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"I'm Sorry Taylor" -@KanyeWest Even jerks like Kanye West realize the power of saying they're sorry through social media.

You know the old saying, it takes a real man to say he’s sorry.  Same goes for companies operating in the world of social media. When there’s a problem – whether it be a technical glitch or an inappropriate comment – you can’t hide it. The best and worst part of social media is the fact that messages travel instantly and once out there they can be linked, forwarded or retweeted a million times over. The leaders of the social media game know enough to admit when they’re wrong, apologize and move on.

Mario Sundar, social media expert for LinkedIn, wrote a great post about the Top 5 Corporate Blog Apologies. My personal fav is Facebook’s Mark Zuckerberg “We really messed this one up.”.

What’s great about all the apologies Mario selected is that they sound real. They sound like what your boyfriend or best friend would write. They embrace the casual, real nature of social media and don’t try to dance around the issue with corporate speak. This quote from the Hugh Macleod at the 2010 Online Marketing Summit sums it up nicely:  “If you talk to people in social media the way advertising talked to people they’d punch you in the face.”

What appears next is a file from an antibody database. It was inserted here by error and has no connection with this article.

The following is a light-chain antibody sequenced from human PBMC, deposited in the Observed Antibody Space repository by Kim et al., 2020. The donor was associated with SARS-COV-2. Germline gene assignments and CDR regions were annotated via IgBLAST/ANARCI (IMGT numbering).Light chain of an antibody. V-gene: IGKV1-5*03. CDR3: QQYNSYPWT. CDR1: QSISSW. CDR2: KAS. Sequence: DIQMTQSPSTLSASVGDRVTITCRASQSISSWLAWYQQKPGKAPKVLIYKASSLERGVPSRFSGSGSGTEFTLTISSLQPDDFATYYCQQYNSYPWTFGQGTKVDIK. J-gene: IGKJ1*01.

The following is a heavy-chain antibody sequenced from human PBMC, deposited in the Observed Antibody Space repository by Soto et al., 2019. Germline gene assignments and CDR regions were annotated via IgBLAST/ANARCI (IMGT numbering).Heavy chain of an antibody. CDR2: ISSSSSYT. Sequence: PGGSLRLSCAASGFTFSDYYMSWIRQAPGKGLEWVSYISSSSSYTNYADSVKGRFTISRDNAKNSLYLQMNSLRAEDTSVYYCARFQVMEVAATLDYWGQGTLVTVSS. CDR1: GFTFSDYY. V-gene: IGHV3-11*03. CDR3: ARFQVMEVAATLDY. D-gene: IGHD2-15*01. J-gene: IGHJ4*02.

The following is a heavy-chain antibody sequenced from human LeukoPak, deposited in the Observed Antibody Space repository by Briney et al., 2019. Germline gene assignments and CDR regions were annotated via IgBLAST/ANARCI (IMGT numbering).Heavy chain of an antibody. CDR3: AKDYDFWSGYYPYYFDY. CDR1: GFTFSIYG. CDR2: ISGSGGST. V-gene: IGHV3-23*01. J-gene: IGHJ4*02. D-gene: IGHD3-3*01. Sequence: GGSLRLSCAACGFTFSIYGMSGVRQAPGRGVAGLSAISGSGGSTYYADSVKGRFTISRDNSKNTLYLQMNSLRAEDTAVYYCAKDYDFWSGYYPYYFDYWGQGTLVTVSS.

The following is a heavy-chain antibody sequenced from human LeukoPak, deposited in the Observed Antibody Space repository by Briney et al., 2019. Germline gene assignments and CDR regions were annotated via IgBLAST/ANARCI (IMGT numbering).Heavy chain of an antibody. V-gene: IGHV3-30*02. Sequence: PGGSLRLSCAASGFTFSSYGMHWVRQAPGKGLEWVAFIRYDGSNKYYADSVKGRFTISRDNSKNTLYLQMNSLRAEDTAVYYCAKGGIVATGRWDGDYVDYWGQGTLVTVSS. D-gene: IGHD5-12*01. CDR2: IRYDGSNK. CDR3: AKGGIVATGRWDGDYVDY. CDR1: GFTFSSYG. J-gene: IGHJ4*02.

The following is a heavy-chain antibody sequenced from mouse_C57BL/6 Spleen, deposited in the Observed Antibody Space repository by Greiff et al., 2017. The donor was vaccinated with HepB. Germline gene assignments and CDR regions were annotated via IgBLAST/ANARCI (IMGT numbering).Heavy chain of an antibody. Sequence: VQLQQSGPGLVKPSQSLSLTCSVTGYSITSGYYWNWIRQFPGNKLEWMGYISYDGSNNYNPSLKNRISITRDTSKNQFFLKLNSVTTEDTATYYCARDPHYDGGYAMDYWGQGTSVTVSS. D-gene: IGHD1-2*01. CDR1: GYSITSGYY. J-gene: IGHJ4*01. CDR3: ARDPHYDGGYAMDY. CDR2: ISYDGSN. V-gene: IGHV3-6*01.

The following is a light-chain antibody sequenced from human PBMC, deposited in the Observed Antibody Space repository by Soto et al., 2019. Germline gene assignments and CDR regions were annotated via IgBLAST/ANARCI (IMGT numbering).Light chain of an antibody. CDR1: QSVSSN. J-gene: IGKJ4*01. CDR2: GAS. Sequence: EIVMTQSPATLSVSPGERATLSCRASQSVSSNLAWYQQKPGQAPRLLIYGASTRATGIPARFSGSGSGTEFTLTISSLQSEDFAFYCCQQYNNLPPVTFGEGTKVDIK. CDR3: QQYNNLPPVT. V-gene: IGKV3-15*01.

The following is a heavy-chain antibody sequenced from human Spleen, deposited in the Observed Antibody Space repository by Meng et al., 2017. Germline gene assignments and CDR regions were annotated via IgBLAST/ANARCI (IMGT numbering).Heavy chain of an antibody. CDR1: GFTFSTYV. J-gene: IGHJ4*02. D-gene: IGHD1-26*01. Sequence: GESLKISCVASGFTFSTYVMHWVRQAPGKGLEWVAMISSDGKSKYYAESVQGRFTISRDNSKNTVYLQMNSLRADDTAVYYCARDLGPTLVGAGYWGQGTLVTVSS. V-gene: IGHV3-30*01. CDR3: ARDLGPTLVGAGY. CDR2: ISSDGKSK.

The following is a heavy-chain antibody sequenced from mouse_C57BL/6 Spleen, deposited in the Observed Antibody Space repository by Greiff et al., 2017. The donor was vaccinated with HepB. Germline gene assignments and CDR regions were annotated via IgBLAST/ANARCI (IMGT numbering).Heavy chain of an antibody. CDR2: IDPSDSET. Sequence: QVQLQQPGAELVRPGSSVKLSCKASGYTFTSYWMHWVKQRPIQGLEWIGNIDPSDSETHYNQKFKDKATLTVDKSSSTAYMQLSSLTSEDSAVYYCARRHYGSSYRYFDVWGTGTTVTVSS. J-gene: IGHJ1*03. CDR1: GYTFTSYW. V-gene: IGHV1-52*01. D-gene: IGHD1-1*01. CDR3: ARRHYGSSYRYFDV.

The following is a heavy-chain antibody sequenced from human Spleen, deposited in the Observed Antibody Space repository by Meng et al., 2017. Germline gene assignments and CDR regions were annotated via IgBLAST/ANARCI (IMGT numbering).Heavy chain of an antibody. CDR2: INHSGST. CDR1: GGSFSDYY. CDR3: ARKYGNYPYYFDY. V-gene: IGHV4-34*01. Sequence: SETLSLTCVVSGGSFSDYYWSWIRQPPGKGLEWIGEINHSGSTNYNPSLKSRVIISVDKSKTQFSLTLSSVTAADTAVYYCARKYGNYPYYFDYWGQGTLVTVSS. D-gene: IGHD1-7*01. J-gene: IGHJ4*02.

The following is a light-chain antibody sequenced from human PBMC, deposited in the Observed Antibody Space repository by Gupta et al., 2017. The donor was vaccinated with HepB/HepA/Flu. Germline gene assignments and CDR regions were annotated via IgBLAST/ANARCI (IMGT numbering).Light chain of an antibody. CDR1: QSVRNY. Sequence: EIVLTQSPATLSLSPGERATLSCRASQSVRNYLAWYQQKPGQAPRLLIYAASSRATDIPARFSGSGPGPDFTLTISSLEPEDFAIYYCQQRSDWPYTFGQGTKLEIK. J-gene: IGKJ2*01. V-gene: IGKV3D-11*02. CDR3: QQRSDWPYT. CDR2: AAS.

Transparency is important to organizations when using social media because you are speaking to your followers on what should feel like a personal level and, if they sense you are lying, they will cut you from their social network. Companies should be injecting some personality into their posts, and with personality comes the risk of saying something that could be misunderstood. But without risk there is no reward so speak freely to your followers and build that interaction. If every social media comment has to be approved by a committee then you’ll never say anything.

Are there limits to transparency during a crisis? Sure, but you just need to be smart about it. Don’t share information that will put you at a competitive disadvantage or violate privacy agreements. Don’t allude to things that are still in the idea stage and don’t name names.  Look professional, take responsibility as a company and promise to do better in the future. You don’t have to admit the scale of the mistake or go into details of your business strategy.  In most cases a simple apology will be sufficient. Unless you’re Kanye.

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